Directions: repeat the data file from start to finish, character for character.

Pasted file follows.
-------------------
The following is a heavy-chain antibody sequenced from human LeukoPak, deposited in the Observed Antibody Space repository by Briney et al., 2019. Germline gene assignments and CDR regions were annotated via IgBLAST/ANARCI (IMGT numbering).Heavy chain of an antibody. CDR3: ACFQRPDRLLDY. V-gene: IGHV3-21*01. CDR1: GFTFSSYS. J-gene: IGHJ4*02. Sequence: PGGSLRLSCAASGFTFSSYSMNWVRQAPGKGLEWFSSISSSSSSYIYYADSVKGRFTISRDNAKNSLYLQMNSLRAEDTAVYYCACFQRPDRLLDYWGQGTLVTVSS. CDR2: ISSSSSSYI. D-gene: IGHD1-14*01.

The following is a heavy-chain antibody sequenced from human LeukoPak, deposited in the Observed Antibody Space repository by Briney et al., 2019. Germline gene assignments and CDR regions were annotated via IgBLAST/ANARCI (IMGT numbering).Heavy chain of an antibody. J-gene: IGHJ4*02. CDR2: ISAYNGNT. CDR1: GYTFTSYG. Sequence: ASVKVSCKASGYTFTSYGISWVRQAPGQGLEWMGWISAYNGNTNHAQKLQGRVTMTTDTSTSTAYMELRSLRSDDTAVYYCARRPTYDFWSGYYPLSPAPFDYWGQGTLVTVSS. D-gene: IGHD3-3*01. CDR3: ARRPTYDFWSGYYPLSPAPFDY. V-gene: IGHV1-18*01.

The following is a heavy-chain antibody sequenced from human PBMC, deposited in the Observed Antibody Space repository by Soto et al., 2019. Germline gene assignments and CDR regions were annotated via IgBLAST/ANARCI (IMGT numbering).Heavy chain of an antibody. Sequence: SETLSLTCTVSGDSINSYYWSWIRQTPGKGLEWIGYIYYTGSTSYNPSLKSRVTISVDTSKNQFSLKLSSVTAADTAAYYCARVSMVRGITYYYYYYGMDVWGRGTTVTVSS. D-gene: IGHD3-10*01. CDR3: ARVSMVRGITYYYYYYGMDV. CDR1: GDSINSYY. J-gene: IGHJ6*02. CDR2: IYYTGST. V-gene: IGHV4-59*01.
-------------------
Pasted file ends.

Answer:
The following is a heavy-chain antibody sequenced from human LeukoPak, deposited in the Observed Antibody Space repository by Briney et al., 2019. Germline gene assignments and CDR regions were annotated via IgBLAST/ANARCI (IMGT numbering).Heavy chain of an antibody. CDR3: ACFQRPDRLLDY. V-gene: IGHV3-21*01. CDR1: GFTFSSYS. J-gene: IGHJ4*02. Sequence: PGGSLRLSCAASGFTFSSYSMNWVRQAPGKGLEWFSSISSSSSSYIYYADSVKGRFTISRDNAKNSLYLQMNSLRAEDTAVYYCACFQRPDRLLDYWGQGTLVTVSS. CDR2: ISSSSSSYI. D-gene: IGHD1-14*01.

The following is a heavy-chain antibody sequenced from human LeukoPak, deposited in the Observed Antibody Space repository by Briney et al., 2019. Germline gene assignments and CDR regions were annotated via IgBLAST/ANARCI (IMGT numbering).Heavy chain of an antibody. J-gene: IGHJ4*02. CDR2: ISAYNGNT. CDR1: GYTFTSYG. Sequence: ASVKVSCKASGYTFTSYGISWVRQAPGQGLEWMGWISAYNGNTNHAQKLQGRVTMTTDTSTSTAYMELRSLRSDDTAVYYCARRPTYDFWSGYYPLSPAPFDYWGQGTLVTVSS. D-gene: IGHD3-3*01. CDR3: ARRPTYDFWSGYYPLSPAPFDY. V-gene: IGHV1-18*01.

The following is a heavy-chain antibody sequenced from human PBMC, deposited in the Observed Antibody Space repository by Soto et al., 2019. Germline gene assignments and CDR regions were annotated via IgBLAST/ANARCI (IMGT numbering).Heavy chain of an antibody. Sequence: SETLSLTCTVSGDSINSYYWSWIRQTPGKGLEWIGYIYYTGSTSYNPSLKSRVTISVDTSKNQFSLKLSSVTAADTAAYYCARVSMVRGITYYYYYYGMDVWGRGTTVTVSS. D-gene: IGHD3-10*01. CDR3: ARVSMVRGITYYYYYYGMDV. CDR1: GDSINSYY. J-gene: IGHJ6*02. CDR2: IYYTGST. V-gene: IGHV4-59*01.